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attracted to and yet repelled by the organization at the same time (Balfour and Wechsler 1990). It may well be that only if a public-sector organization (or particular agency or team within it) is serving the needs of the community well the employees concerned feel a higher level of organizational commitment. This insight does not go against the other findings shown in this review; public-sector employees are not always a great fan of the entire organization that employs them. They tend to have a nuanced view of their employer; the great and almost blind loyalty that civil servants have had in the past is clearly not seen in the attitudinal findings presented here. Thus, it can be concluded on the basis of the current review that there are hardly behavioral or attitudinal type variables with which one could confirm the widely assumed sectordifference thesis at the individual level, as accumulation of empirical-research findings could hardly be ascertained. In part, this can be attributed to a number of shortcomings in the ways the single studies were conducted. Scope of improvement It is rightly observed that no matter how good the idea of a person may be, there is always a better one for the organizational decision-making. This comment is particularly important for service sector as the optimum utilization of human resources is the crux of organizational and individual excellence. Effective management implies that superiors develop and empower their subordinates by providing them with relevant information, training, support and feedback and by giving them adequate space to make decisions related to problems that come under their jurisdiction. The top management or the managers should never encourage inter-group rivalry within the employees union rather the top management should encourage the employees to bring out their conflicts into the open forum. It should give assurance to the employees that the conflicts will be resolved with their participation. The top management should also required to pay special attention to hold regular meetings with the office bearers and the committee member of the employees. union, so as to find out effective ways of checking indiscipline among the employees within the organization. The implementation of this suggestion is of vital importance to the survival and growth of the organizations. The employees ought to identify themselves with the purpose and philosophy of their organization. It may be seen that .celebration of significant events. could inspire the employees to be conscious and proud of the contributions they make to the organization. A few productive celebrations are mentioned there: (a) The employees recognize .Quality Circles. celebrations as symbolic acts of management support for innovative ideas and activities. The top management could distribute prizes to encourage and innovative quality circles members, in a public function within the organization. (b) Whenever some significant events such as the achievement of high sales target takes place, congratulatory celebration could be held in the organization. Such celebrations are seen as conveying a powerful message to the employees that the company recognizes and appreciates the contribution of its employees. Once this message passes around, the employees are likely to develop a great amount emotional sensitivity towards the organization. Organizational culture is an important predictor of employees. job performance, success, and organizational performance. Organizations having strong/open culture show better financial performance, and people share a set of core values created and nurtured by its leaders. Therefore, organizations should try to develop and maintain a strong/open culture by following certain practices such as recognition and promotion of individuals who perform their job well.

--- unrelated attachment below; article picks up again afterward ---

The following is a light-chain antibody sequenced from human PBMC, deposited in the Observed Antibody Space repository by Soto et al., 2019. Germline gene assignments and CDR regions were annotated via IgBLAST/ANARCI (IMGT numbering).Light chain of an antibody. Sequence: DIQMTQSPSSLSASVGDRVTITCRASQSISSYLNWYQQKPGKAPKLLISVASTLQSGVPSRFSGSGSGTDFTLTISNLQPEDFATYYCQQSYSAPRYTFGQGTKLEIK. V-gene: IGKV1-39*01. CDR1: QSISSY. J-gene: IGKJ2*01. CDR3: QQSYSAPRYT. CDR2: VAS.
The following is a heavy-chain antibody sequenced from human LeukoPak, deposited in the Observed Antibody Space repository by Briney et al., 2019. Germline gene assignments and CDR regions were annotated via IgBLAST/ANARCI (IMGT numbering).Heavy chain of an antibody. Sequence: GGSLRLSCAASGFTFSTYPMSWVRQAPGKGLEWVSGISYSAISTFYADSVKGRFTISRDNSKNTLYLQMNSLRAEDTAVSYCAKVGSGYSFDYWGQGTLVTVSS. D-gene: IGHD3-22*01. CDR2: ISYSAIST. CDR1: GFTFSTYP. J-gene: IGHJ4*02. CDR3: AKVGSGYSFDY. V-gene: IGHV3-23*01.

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The custom of awarding those employees who have put in 15 years and 25 years of service in the organizations and conducting celebration for the retired employees could be organized meaningfully as a mark to recognize the contribution and loyalty of the employees. To sustain in the competitive environment, to overcome the technological complexities and to develop a performing organizational culture for present and future suitable Organizational Development programmes specifically tailored to the organizational needs and requirements should be organized on continuing basis. Conclusion The business milieu of future seem to witness mounting instability and to balance the local demands and global challenges the economies will have to rely more on the service sector due to its being the fastest growing sector witnessing an annual growth of 8% per year. In such a precarious, situation to sustain and be competitive the organizations will have to have performing organizational culture. As the interactive aggregate of common characteristics that influence a human group.s response to its environment, culture has strong links with organizational performance. However, the managers and the consultants should find it feasible to diagnose organizational culture through standardized survey procedure and effect appropriate culture changes to bring about the survival and growth of the organization as the organizational culture has been increasingly thought of as a variable solution for many complex problems that beset organizations. The service sector organizations aspiring to be market leader must endeavour to improve and enhance their positive and performing culture.

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References